for peace … for freedom … for Canada

Reggie Perrin: Set 1

Release Year:   2009
Studio:   Acorn Media
Format:   Colour; NTSC
Rated:   Not Rated
# of Discs/Episodes:   2 / 12
Running Time:   341 m
DVD Release Date:   July 19, 2011

Creator:   David Nobbs
Screenwriters:   David Nobbs, Simon Nye
Directors:   Tristram Shapeero, Dominic Brigstocke
Actors:   Martin Clunes, Fay Ripley, Lucy Liemann
DVD Features:   Series 1 behind-the-scenes photo gallery; SDH subtitles
E: Top Picks Rating:   8/10   Partial nudity; some strong language.

Acorn Media Write-up: 
After ten years as a marketing executive for Groomtech Industries, Reggie Perrin is dangerously alienated and frustrated. His boss doesn’t understand him, and his wife pays too little attention to notice. Reggie is left to find his own distractions wherever he can–on his daily commute, in the office, or at home in the suburbs. More often than not, his flights of fancy land him in hot water. But somehow Reggie always manages to extricate himself before disaster hits, preserving the respectable veneer of a successful city businessman . . . for the moment, at least.

Rhiannon Benedict Review: 
A good script in Martin Clunes’ hands is sure-fire comedy gold. An episode of REGGIE PERRIN will light up your day. Clunes’ dry wit is a perfect match for the classic satire with which REGGIE PERRIN is simply teeming.

An update of the classic British series “The Fall and Rise of Reginald Perrin”, it’s important to distinguish the two. Although REGGIE PERRIN is co-written by the original series creator, David Nobbs, the two are vastly different.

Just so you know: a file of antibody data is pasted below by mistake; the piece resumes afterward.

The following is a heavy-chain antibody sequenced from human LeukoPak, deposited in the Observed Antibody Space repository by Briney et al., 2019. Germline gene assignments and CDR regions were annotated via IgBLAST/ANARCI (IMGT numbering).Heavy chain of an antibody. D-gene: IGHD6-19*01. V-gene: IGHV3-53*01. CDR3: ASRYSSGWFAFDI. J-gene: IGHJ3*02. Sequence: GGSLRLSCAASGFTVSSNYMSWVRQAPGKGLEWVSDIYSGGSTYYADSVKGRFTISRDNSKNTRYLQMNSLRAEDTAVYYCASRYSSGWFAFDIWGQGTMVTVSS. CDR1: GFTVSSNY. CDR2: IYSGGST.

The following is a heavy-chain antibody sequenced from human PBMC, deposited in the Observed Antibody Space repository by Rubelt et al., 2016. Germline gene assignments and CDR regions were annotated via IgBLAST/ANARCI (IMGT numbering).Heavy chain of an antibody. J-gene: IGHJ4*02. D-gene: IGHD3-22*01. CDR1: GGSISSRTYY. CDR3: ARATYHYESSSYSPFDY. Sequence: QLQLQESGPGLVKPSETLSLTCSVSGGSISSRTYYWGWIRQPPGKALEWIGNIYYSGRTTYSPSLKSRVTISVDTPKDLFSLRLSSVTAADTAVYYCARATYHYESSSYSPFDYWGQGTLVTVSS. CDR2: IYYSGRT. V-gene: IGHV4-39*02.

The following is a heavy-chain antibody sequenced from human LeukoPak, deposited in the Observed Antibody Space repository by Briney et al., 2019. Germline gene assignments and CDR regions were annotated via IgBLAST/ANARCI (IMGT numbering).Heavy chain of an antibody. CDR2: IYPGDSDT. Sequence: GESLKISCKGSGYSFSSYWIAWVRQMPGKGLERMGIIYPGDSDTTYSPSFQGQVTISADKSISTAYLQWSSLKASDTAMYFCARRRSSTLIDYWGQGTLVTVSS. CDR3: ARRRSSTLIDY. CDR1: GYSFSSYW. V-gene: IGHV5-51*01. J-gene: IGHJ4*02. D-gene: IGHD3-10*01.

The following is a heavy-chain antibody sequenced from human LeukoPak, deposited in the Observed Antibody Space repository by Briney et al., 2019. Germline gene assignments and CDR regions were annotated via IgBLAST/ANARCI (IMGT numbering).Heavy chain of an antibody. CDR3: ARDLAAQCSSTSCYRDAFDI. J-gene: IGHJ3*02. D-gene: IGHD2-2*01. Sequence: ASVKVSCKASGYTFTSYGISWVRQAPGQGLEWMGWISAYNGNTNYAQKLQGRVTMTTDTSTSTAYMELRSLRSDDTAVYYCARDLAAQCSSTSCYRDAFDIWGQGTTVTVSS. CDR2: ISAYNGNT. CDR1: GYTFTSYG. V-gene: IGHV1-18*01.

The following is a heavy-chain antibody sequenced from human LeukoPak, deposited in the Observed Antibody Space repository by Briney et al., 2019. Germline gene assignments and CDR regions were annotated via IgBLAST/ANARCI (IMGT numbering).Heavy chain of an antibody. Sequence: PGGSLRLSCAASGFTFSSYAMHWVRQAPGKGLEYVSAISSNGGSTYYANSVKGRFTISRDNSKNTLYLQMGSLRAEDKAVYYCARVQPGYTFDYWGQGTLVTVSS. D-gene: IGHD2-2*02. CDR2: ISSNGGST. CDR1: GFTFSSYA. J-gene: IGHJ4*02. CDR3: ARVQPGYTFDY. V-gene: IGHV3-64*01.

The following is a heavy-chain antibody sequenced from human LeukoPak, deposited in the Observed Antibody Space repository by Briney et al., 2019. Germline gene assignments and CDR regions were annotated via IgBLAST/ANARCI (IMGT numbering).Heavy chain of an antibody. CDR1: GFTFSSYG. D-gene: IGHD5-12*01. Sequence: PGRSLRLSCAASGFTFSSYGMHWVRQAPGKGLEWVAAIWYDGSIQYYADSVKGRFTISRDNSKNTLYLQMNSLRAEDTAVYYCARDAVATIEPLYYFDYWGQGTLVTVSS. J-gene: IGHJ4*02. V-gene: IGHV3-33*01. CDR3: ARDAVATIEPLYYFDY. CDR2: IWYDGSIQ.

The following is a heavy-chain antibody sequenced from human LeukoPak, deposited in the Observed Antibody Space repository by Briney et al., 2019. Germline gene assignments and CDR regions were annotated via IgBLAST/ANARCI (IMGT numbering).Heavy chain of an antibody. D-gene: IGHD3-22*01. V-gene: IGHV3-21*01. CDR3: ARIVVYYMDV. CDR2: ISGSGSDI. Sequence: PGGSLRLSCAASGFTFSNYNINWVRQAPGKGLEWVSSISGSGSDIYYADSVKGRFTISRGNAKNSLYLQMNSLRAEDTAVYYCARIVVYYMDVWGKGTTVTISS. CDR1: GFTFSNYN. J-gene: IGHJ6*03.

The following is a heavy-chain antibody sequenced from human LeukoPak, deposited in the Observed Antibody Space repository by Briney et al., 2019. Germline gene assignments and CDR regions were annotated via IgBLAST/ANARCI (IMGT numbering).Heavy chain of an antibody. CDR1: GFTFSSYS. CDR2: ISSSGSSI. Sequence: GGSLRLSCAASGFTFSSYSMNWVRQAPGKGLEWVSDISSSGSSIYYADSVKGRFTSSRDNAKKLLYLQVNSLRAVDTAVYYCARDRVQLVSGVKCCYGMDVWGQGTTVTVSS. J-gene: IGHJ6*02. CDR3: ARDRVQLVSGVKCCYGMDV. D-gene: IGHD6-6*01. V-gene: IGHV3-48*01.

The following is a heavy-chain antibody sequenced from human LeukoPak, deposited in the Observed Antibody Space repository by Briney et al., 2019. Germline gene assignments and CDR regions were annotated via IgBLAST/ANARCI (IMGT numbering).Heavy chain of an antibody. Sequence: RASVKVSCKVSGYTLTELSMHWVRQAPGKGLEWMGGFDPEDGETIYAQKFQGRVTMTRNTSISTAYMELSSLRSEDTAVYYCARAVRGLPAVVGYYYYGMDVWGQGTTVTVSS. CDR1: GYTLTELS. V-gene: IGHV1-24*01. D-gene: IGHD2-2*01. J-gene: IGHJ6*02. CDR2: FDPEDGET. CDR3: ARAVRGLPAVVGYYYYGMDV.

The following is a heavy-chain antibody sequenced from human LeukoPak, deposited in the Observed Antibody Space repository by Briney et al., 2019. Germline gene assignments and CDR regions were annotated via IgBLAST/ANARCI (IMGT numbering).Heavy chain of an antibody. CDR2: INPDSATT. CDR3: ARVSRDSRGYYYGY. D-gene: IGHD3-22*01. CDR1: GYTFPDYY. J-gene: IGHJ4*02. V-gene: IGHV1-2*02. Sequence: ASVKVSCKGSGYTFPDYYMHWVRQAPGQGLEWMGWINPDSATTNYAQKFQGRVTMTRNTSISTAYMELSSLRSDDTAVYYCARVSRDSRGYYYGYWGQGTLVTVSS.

While the original is frequently howlingly funny, it veers into very, very black comedy. In fact, I’m not sure I should call it black comedy because it does tip over the edge from funny to disturbing occasionally. Leonard Rossiter certainly qualifies as a full-on genius in that series, deftly handling any and all material thrown to him, but at times it’s just all a bit too much to stomach. Some things just can’t (or shouldn’t) be funny.

It seems, however, that a few lessons have since been learned. The scripts Martin Clunes gets to work with are consistently, laugh-out-loud funny. In this 2009 rendition, poor old Reggie is permitted to dip his toes in the mucky waters of black comedy (occasionally wading in a trifle deeper), but spends most of his time up on the beach, kicking sand in everyone’s face with gusto – side-splittingly funny.

REGGIE PERRIN the remake is well worth another look. You’ll want to keep your remote nearby – some gags you’ll just have to rewind and watch over and over and over.